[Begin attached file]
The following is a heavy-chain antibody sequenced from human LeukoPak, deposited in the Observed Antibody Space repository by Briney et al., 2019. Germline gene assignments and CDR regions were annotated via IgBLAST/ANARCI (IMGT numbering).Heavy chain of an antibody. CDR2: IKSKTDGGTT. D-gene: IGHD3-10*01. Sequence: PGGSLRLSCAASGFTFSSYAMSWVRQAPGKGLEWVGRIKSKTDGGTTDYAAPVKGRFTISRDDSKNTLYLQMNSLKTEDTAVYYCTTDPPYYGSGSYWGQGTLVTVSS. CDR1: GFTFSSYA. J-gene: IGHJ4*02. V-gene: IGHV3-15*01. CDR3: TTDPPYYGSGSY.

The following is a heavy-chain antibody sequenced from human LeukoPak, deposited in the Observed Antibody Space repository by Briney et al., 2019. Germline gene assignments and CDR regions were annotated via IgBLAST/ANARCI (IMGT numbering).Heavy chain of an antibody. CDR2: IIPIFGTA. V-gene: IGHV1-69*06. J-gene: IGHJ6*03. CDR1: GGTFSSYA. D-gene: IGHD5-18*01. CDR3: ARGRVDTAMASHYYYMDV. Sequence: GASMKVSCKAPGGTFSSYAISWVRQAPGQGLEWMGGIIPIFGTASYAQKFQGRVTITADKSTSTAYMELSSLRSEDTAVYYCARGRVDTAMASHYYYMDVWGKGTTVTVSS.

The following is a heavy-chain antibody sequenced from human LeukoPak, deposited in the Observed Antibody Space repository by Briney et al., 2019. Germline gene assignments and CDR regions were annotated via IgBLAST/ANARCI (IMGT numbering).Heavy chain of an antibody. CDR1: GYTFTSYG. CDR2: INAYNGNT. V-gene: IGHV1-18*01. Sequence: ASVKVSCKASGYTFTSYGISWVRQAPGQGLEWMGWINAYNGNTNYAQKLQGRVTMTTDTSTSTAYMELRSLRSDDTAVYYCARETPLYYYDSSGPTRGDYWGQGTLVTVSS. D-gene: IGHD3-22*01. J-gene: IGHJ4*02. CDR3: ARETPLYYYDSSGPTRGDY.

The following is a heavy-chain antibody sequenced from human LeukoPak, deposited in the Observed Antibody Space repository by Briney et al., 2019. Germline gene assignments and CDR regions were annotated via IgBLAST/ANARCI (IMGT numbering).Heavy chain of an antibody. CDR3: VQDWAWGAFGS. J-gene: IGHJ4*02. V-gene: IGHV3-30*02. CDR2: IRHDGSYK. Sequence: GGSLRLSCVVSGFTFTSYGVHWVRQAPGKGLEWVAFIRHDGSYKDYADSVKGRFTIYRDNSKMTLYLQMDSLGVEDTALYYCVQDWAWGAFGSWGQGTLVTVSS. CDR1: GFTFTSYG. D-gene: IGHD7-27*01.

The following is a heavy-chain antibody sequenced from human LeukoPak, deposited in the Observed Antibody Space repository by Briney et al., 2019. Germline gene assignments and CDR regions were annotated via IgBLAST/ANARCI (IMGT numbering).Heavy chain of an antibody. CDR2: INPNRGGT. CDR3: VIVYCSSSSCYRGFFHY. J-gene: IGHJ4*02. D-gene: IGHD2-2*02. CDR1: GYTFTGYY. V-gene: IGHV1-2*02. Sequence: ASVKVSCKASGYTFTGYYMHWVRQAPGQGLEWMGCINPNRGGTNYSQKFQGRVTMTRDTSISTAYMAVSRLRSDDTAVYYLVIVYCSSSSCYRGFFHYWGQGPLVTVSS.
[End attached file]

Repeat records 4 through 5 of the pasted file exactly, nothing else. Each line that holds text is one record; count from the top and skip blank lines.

The following is a heavy-chain antibody sequenced from human LeukoPak, deposited in the Observed Antibody Space repository by Briney et al., 2019. Germline gene assignments and CDR regions were annotated via IgBLAST/ANARCI (IMGT numbering).Heavy chain of an antibody. CDR3: VQDWAWGAFGS. J-gene: IGHJ4*02. V-gene: IGHV3-30*02. CDR2: IRHDGSYK. Sequence: GGSLRLSCVVSGFTFTSYGVHWVRQAPGKGLEWVAFIRHDGSYKDYADSVKGRFTIYRDNSKMTLYLQMDSLGVEDTALYYCVQDWAWGAFGSWGQGTLVTVSS. CDR1: GFTFTSYG. D-gene: IGHD7-27*01.

The following is a heavy-chain antibody sequenced from human LeukoPak, deposited in the Observed Antibody Space repository by Briney et al., 2019. Germline gene assignments and CDR regions were annotated via IgBLAST/ANARCI (IMGT numbering).Heavy chain of an antibody. CDR2: INPNRGGT. CDR3: VIVYCSSSSCYRGFFHY. J-gene: IGHJ4*02. D-gene: IGHD2-2*02. CDR1: GYTFTGYY. V-gene: IGHV1-2*02. Sequence: ASVKVSCKASGYTFTGYYMHWVRQAPGQGLEWMGCINPNRGGTNYSQKFQGRVTMTRDTSISTAYMAVSRLRSDDTAVYYLVIVYCSSSSCYRGFFHYWGQGPLVTVSS.